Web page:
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Google fires employees trying to arrange labor fees: NPR



Google has been rocked by activism among employees, who in recent years have become increasingly critical of the company on issues ranging from sexual harassment to contracts with the US government.

Noah Berger / AP


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Noah Berger / AP

Google has been rocked by activism among employees, who in recent years have become increasingly critical of the company on issues ranging from sexual harassment to contracts with the US government.

Noah Berger / AP

Google illegally fired two employees involved in organizing the work last year, the National Employment Council said in a complaint on Wednesday.

The tech giant has also violated federal labor law, the agency said, surveying employees who watched union presentations, questioned others, unfairly enforced certain rules and maintained policies that “discouraged” workers from protected organizing activities.

The complaint alleges that Google’s actions constituted “interference, restriction and coercion of employees to exercise the rights guaranteed” by the National Labor Relations Act, the 1935 Act, which guarantees workers the right to unite and unite. to improve their working conditions.

Google is “confident in our decision and legal position,” the company said in a statement. While the company supports workers’ protected labor rights, the employees in question have taken actions that are “a serious breach of our policies and an unacceptable breach of trusted responsibility,” it said.

Google, which is owned by Alphabet Inc., has been rocked by employee activism in recent years on issues including sexual harassment, its dealings with the U.S. government, and the company’s attitude toward the large contract workforce.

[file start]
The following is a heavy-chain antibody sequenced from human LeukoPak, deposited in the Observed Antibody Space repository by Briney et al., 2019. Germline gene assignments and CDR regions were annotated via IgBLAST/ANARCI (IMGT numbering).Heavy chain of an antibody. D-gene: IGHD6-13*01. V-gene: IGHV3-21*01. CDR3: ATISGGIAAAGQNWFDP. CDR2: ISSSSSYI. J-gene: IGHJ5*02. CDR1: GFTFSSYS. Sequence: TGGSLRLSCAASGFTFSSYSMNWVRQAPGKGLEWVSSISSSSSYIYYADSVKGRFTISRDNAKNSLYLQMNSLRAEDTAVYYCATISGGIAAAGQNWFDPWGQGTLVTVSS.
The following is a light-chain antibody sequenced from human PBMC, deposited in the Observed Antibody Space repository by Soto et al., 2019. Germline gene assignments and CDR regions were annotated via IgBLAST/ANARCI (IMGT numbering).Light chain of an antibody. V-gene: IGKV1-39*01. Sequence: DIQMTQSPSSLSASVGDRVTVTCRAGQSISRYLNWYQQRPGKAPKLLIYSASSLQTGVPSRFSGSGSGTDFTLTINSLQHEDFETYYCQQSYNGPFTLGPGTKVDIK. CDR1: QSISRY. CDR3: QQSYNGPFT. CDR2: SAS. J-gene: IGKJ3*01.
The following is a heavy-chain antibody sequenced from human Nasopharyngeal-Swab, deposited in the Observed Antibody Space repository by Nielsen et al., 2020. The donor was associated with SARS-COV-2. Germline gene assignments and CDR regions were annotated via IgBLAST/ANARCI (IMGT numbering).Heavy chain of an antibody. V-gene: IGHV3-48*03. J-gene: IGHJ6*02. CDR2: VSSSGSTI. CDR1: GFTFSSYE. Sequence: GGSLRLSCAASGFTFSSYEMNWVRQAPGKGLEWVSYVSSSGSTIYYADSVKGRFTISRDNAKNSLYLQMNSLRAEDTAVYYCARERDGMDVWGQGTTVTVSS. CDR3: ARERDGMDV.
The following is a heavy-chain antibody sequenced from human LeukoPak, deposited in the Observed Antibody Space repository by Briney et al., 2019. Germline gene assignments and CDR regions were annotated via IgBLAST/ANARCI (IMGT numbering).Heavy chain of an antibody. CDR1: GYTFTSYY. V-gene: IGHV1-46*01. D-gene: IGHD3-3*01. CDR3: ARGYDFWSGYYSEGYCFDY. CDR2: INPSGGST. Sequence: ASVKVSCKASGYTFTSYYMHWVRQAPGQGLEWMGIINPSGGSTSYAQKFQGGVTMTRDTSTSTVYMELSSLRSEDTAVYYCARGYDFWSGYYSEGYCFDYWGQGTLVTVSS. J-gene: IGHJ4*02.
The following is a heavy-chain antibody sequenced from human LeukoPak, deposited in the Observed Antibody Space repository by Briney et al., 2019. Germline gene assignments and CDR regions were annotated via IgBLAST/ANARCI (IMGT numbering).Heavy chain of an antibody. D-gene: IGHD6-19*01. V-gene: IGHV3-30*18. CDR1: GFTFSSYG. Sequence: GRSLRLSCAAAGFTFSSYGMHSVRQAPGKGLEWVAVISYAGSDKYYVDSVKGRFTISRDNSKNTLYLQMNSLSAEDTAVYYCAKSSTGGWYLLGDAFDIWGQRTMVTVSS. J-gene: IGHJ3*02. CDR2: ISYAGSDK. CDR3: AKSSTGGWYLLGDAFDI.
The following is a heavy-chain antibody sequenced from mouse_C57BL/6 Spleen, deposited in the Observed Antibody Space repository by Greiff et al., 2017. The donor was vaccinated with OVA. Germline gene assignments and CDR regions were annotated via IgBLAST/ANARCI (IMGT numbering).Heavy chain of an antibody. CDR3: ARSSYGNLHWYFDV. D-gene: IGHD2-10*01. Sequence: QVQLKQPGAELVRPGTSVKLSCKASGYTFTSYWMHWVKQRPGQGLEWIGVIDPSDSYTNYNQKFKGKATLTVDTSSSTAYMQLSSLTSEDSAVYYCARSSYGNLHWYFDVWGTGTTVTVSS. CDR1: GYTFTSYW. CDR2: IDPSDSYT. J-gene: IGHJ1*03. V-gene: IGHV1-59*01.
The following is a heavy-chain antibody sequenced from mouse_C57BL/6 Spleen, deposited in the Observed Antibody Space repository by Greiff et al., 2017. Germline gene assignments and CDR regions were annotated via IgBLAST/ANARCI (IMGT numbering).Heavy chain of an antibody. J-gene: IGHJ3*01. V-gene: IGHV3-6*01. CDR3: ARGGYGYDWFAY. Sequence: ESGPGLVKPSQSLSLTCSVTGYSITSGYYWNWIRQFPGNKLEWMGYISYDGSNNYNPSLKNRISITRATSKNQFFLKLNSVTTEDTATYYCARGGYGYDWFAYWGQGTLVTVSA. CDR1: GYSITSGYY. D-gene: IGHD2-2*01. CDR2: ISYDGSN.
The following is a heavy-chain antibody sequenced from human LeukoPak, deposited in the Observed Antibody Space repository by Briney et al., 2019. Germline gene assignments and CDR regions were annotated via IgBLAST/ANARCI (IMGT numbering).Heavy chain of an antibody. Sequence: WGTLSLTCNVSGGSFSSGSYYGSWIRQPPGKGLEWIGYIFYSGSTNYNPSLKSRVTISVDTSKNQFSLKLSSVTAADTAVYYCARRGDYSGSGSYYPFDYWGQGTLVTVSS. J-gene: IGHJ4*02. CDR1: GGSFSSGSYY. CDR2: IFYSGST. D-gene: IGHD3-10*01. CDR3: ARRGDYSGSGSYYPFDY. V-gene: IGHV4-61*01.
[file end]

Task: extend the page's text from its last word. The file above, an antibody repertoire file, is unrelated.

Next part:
The Federal Labor Agency has been investigating Google for a year after several employees fired in late 2019 filed allegations of unfair work practices. The complaint on Wednesday accused Google of violating the rights of two of these employees, Lawrence Berland and Catherine Spiers.

Berland was one of four employees fired days before Thanksgiving 2019 for what Google described at the time as data security breaches, including accessing and sharing information from other employees’ work materials and calendars.

Spiers was fired shortly afterwards. After the company hired a consulting firm known for its anti-union work, Spiers created a pop-up notice reminding Google employees of their right to organize. Google said Spears was fired for abusing her access to internal tools.

“With this complaint, it is clear that workers have the right to speak on issues of ethical business and management composition,” Berland said in a statement Wednesday.

If Google does not settle the complaint, the agency’s case will be brought before an administrative judge, who may order the company to recover Berland and Spiers and refund them with interest and stock options to make them purposeful.

“Colleagues and strangers believe I abused my role because of lies told by Google’s management while they were taking revenge on me,” Spears said in a statement. “NLRB can order Google to recover me, but it can’t reverse the damage to my trust.”

The agency’s complaint does not include allegations of the dismissal of the other three employees fired at the same time as Berland, who also filed charges with the NLRB. They protested against Google’s work with customs and border protection and the hiring of a former Trump administration official, according to Lori Burgess, an employee lawyer.

Burgess said in a statement that officials intend to “vigorously appeal the rejected allegations to the NRRB to ensure that the right to engage in this type of protected activity is not affected.”

Editor’s note: Google is among the financial supporters of NPR.


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